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IAAF World Challenge

Thompson 10.71, Powell, Francis, Miller Among Highlights In Kingston

Elaine Thompson thought she had destroyed her 100m personal best when she crossed the finishing line at the 2016 Jamaica International Invitational at the National Stadium in Kingston on Saturday.

KINGSTON, Jamaica, Sporting Alert – Elaine Thompson thought she had destroyed her 100m personal best when she crossed the finishing line at the 2016 Jamaica International Invitational – an IAAF World Challenge meeting at the National Stadium in Kingston on Saturday.

However, after sizzling to a stunning 10.71 seconds to win the women’s event, the Jamaican world 200m silver medallist realized that her performance was assisted by a +2.4 m/s tailwind.

After the race, Thompson was a little disappointed about not achieving a personal best, but was happy with the execution.

“I’ve been training really hard so I just went out there to execute and that’s what I did and came out victorious,” she said.

The 23-year-old, who revealed that she wants to win the 100m and 200m at the Olympic Games in Rio, this summer, got away to a good start, but she was still slightly behind the usually quick-starting American English Gardner in the opening 30m.

Nevertheless, the World Indoor bronze medallist from Portland 2016 in March, got into her running strides midway through the contest and quickly moved away from her challengers before opening up a three-metre lead in the closing metres.

Gardner held on to take second place in 10.85 secs, with Trinidad and Tobago’s Michelle-Lee Ahye getting third in a time of 10.98.

In the men’s race, Commonwealth Games champion Kemar Bailey-Cole clocked 10.01 seconds for first place in his opening 100m of the season.

Bailey-Cole made the Jamaican team to the IAAF World Championships last summer, but was forced to pull out with a hamstring injury.

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He said he was a little surprised with his season opener.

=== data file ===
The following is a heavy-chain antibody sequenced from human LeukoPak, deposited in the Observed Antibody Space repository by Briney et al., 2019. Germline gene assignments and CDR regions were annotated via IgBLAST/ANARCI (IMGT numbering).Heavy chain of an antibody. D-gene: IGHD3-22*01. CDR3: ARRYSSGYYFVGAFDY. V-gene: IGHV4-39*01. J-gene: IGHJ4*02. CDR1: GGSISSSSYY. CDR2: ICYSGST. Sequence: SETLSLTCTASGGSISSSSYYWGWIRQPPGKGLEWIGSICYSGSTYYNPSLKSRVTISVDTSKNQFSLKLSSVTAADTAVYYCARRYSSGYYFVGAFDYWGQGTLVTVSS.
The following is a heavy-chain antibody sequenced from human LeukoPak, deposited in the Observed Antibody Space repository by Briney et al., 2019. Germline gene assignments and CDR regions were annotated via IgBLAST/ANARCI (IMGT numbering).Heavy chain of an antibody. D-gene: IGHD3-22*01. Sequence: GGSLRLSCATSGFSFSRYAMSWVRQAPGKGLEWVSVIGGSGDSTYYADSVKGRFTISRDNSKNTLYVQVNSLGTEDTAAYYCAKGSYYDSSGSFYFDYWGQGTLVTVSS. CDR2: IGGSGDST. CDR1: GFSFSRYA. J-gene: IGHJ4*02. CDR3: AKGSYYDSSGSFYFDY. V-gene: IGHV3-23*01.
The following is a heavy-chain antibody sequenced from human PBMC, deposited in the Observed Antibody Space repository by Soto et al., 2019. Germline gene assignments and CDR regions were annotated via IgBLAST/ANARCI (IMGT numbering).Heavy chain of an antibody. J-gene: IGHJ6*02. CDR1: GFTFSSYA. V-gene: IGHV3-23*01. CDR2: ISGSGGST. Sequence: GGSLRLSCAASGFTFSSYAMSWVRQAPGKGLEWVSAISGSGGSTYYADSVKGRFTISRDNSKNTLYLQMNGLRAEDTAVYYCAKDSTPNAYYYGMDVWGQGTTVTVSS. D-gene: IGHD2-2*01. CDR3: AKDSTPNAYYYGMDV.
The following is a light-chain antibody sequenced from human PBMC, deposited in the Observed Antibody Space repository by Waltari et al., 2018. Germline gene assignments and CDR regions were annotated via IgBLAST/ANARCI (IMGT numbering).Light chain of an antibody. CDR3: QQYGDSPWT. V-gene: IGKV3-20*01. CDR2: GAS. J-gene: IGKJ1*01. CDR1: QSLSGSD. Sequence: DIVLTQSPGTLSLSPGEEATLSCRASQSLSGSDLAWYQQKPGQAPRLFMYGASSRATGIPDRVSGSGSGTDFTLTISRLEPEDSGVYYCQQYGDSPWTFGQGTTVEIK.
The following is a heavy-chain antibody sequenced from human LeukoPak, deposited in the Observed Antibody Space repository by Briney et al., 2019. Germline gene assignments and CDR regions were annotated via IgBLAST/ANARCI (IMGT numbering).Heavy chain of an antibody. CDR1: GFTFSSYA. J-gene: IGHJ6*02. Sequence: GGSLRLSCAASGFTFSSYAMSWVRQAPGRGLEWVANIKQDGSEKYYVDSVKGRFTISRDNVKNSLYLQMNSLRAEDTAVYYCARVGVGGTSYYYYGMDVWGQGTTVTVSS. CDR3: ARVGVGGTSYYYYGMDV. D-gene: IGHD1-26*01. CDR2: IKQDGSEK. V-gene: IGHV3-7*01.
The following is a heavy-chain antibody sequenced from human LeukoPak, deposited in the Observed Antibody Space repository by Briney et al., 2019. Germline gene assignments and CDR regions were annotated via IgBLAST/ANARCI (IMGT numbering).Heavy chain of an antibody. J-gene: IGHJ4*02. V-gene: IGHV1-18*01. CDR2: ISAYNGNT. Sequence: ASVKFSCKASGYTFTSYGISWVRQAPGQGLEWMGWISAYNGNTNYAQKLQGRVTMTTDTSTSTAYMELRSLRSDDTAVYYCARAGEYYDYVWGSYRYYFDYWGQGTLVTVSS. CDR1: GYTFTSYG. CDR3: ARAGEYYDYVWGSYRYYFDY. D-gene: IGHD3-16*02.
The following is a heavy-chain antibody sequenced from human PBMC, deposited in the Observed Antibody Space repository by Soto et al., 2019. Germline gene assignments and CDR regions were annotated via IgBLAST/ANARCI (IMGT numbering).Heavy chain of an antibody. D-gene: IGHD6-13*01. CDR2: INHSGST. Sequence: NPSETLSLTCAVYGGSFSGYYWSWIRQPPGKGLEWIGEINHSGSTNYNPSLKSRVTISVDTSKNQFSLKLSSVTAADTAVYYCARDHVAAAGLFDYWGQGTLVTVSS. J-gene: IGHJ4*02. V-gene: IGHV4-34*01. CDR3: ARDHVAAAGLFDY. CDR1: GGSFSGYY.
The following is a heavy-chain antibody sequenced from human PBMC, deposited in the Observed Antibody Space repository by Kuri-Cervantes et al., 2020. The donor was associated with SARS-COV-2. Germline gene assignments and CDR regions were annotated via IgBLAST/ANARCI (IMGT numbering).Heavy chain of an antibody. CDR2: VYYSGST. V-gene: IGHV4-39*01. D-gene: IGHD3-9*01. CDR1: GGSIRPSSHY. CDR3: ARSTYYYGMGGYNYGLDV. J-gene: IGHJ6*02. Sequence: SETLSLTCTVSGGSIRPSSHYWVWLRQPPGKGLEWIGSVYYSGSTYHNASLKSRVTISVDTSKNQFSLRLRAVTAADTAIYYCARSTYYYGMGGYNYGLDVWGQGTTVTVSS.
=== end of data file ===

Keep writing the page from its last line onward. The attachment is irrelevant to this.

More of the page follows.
“I feel very good,” Bailey-Cole said after the race.

“This means a lot to me because it’s my first 100m [in 2016] and I didn’t expect to go this fast, really.”

USA’s Mike Rodgers took second in 10.03, just ahead of a pair of Jamaicans, Julian Forte (10.06) and Andrew Fisher (10.07).

Asafa Powell, perhaps running his toughest race for some time, held on to win the men’s 200m, despite hitting a brick wall over the last 50m.

Powell, who was greeted with the evening’s loud cheers when he entered the track, was running his second 200m of the season, and indeed, the second one in about five-years, got away to a sizzling start and took the lead heading in the home straight.

However, as expected, the 33-year-old began to fade as he approached the finishing line, but managed to hold on for the victory in a season’s best time of 20.45.

Powell, the former world 100m record holder, then took some time to snap a few shots with the local fans before heading off to do his cool down.

He was also presented with the Howard Aris award during the award ceremony – named after the late president of the Jamaica Amateur Athletic Association.

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American Bejee Lee took second in 20.52 ahead of Rasheed Dwyer of Jamaica, third in 20.52.

In the absence of world and Olympic 100m champion Shelly-Ann Fraser-Pryce of Jamaica, Bahamian world championships 400m silver medallist Shaunae Miller, blew the field away to win the women’s 200m in 22.14 (2.2 m/s).

In the meantime, Janieve Russell and Jeffery Gibson won the women’s and men’s respective 400m hurdle races.

Russell, the 2012 World Junior champion and IAAF World Championships finalist from Beijing, last year, pulled away from her rivals in the homestretch to take the women’s race in 54.61.

The Stephen Francis-coached hurdler got home ahead of countrywoman Ristananna Tracey (55.31) and American Leah Nugent (56.24).

“I am very excited about my performance,” Russell said.

“It wasn’t done as properly as I was told by my coach, but overall I am happy because I opened with a personal best.

“I am training really hard.”

Gibson, the tallest competitor in the field, raced back powerfully over the last 50m to take the men’s event in 48.96, the third-fastest time in the world this year.

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Jamaica’s Jaheel Hyde, who is still a junior and will look to defend his title later this summer in Bydgoszcz, Poland, also had an encouraging finish in the closing metres to take second in 49.16.

Bershawn Jackson, the 2005 world champion led the race heading into the final two barriers, but the American was unable to hold on to the lead and had to settle for third in 49.29.

Another local star, Roxroy Cato (JAM) took fourth in 49.32.

In the opening 400m races, Jamaica’s Javon Francis took the men’s division in 44.85 ahead of Vernon Norwood (USA) 45.00, Kevin Borlee (BEL) 45.17, while American Francena McCorory captured the women’s race in 50.52 ahead of Novlene Williams-Mills (JAM), 50.87 and Stephenie McPherson (JAM), 51.20.

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